I didn’t plan to review Jim Shepard’s new novel. I had another book in mind.
But then I picked up “Phase Six” on a whim and devoured the first 100 pages before I knew what was happening. If I’d been in a bookstore, I’d have sat on the floor. So I set the other book aside. This turned out to be a mistake: In its second half, alas, this one rolls over and expires.
“Phase Six” is a pandemic novel, one that Shepard wrote before the outbreak of Covid-19. It’s about events that transpire after two boys trespass on a mining site in Greenland. They inhale something unholy in the thawing permafrost and unwittingly carry it back to their village. Within a few weeks, a new virus — or a very old one — has saturated the planet.
Like a lot of people, I have a sweet tooth for apocalyptic narratives. Shepard efficiently gets his off the ground. Things get dark quickly. He nails the scientific details, but also the cultural ones.
In Lawrence Wright’s pandemic novel, “The End of October,” which came out a year ago, Taylor Swift and Brad Pitt die. In Shepard’s book, something more unimaginable happens: Amazon is unable to ship (though Alexa can still list where riots are happening in real time).
“Phase Six” bends in a new direction when two women who work for the C.D.C.’s Epidemic Intelligence Service arrive in Greenland. Danice is a doctor and a lab geek; Jeannine, the daughter of Algerian immigrants, is an epidemiologist. Together they set to work on saving the planet.
Jeannine and Danice can resemble, with their sarcastic, pinging dialogue, Maya Rudolph and Tina Fey in Tyvek suits. They bicker and deplore their love lives. “Phase Six” passes the Bechdel test on nearly every page.
Jeannine, who senses that some people resent her authority because of her dark skin, has a mordant streak. She remembers a woman telling her that, in rich countries, epidemics “always began when the first white person got sick.”
She texts a friend the observation that “for most people the worst news probably wasn’t so much the collapse of order and infrastructure as it was the possibility that the party was over. No free Wi-Fi, she wrote — that was when the survivors were going to envy the dead.”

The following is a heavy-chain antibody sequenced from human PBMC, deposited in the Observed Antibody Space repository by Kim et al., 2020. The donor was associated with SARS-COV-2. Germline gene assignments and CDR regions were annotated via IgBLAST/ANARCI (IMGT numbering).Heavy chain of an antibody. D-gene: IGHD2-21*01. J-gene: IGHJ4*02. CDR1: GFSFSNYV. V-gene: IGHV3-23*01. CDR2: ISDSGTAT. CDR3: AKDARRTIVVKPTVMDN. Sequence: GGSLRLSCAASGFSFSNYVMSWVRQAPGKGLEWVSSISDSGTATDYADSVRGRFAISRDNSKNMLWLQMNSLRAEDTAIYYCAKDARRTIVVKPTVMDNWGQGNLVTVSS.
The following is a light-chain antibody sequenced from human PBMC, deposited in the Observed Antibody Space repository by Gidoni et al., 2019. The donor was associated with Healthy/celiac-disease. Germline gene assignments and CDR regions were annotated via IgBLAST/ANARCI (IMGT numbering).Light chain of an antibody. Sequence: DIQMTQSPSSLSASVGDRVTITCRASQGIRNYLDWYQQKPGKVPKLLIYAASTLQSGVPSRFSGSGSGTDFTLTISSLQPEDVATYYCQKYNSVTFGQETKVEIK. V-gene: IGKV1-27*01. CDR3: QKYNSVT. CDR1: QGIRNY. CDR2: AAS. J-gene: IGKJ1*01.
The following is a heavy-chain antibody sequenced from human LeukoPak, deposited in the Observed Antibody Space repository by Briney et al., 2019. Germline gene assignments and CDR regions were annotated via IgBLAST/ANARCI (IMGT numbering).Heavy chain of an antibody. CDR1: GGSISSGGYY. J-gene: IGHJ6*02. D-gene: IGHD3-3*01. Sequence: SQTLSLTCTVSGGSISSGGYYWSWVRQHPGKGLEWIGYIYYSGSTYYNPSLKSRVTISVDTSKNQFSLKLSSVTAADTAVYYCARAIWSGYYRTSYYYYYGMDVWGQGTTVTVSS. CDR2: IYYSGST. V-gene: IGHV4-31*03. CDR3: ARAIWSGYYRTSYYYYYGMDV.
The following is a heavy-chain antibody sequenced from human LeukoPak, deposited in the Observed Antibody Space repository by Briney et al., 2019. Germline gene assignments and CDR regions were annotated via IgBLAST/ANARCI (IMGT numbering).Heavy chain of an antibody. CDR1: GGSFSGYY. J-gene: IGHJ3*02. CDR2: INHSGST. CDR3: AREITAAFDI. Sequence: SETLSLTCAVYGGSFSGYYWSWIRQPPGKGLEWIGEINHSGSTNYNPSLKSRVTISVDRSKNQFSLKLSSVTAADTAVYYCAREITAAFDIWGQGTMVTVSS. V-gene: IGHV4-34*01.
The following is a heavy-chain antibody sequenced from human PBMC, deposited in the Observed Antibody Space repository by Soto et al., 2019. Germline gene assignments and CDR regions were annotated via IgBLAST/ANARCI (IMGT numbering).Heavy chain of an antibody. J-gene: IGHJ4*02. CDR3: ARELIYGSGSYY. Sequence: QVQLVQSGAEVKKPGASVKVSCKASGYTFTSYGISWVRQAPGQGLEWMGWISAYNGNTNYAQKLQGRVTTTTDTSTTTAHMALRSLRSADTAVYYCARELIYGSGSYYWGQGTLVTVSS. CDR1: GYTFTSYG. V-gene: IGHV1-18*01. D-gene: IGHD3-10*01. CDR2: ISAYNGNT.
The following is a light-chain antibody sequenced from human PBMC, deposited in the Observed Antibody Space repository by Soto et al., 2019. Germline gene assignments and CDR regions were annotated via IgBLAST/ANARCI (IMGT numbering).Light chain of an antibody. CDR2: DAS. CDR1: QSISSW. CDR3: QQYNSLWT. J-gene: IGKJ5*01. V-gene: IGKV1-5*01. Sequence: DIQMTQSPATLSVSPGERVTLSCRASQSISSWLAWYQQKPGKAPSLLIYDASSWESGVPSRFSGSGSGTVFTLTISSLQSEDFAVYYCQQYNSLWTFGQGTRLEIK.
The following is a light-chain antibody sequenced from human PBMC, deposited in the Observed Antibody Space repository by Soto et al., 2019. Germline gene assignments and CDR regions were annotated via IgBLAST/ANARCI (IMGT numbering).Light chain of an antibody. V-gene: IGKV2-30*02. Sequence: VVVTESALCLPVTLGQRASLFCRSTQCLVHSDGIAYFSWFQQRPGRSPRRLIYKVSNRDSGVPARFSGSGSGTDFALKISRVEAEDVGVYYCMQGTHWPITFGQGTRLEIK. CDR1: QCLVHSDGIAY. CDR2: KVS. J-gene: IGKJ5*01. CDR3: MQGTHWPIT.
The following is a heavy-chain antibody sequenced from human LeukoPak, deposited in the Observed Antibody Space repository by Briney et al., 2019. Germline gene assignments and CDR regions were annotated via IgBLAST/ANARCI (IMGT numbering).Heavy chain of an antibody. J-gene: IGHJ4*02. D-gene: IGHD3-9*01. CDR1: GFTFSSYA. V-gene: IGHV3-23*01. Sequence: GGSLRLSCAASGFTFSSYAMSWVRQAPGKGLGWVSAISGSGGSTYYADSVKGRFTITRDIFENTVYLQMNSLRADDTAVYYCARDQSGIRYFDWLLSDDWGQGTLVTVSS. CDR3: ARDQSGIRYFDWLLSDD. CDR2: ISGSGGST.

Jim Shepard, whose new novel is “Phase Six.”Credit…Barry Goldstein
Orwell got it wrong, Jeannine also thinks. Observing the world’s fumbling response to the epidemic, she asks: “What were all those dystopias she’d had to read about in high school, concerning the individual trampled by the state, talking about? Why hadn’t anyone imagined the chaos of no one in charge?”
As anyone who’s followed his career is aware, Shepard is a crisp and intelligent and reliable writer. His short stories are especially worthy. Try “Sans Farine,” about a disaffected executioner in revolutionary France, or “Atomic Tourism,” about a cheerful couple who visit the craters made by nuclear warheads during World War III.
He’s less well-known than he should be, in part because he’s hard to label. His novels tend to be about quite disparate subjects: “Paper Doll” is about a bomber crew during World War II; “Project X” is about teenagers who plan a school shooting; “Nosferatu” is about the life of the German film director F.W. Murnau; and “The Book of Aron” is about a Jewish boy’s experience in Warsaw during the Holocaust. These are good but somehow, for better and for worse, anonymously good.
Shepard writes perceptively, in “Phase Six,” about a lot of things. He’s passionate in his defense of the environment, though it’s hard to find a decent novelist who isn’t. He pays attention to the ways certain cable news channels make every situation worse. He makes scientific realities tactile: “Adults took in about 10,000 liters of air per day and couldn’t avoid inhaling each other’s discharges.”
After its creepy and bravura opening, “Phase Six” — the title refers to the World Health Organization’s highest pandemic level — stalls. It’s as if, having achieved escape velocity, Shepard turned off his engines. What begins as a brainy potboiler, the kind of book you’d have felt lucky to find in one of those spinning drugstore paperback racks, becomes ponderous.
One of the boys in Greenland who first inhaled the virus is a rare case: He survives it. He’s not the talkative sort, and it becomes crucial to get him to tell his story. “Phase Six” begins to flounder in dialogue about “trust” and “healing.” An overworked nurse becomes another primary character.
The second half is also about Danice and Jeannine’s quest to find and identify the virus, which has become known in the media as Respiratory Arrest Syndrome, or RAS. This is interesting, so far as it goes. But their long talks about the nature of humanity and microbes grow flavorless after a while. The world outside is burning and we’re almost entirely stuck inside.
There’s some slack writing, too, which is unusual for Shepard. “Checking your Twitter feed took more courage than base jumping,” he writes. Jeannine tells Danice, “I’ve been eating so many Sun Chips I probably should just apply them directly to my butt.”
“Phase Six” aspires to real density, but it can’t quite get there: The characters remain essentially static. The book falls into a no-person’s land between pop thriller and literary novel. It doesn’t satisfy on either level.
If I’d have finished it while sitting cross-legged on a bookstore floor, though, I’d have paid for it. If only because I dripped some sweat onto the opening sections.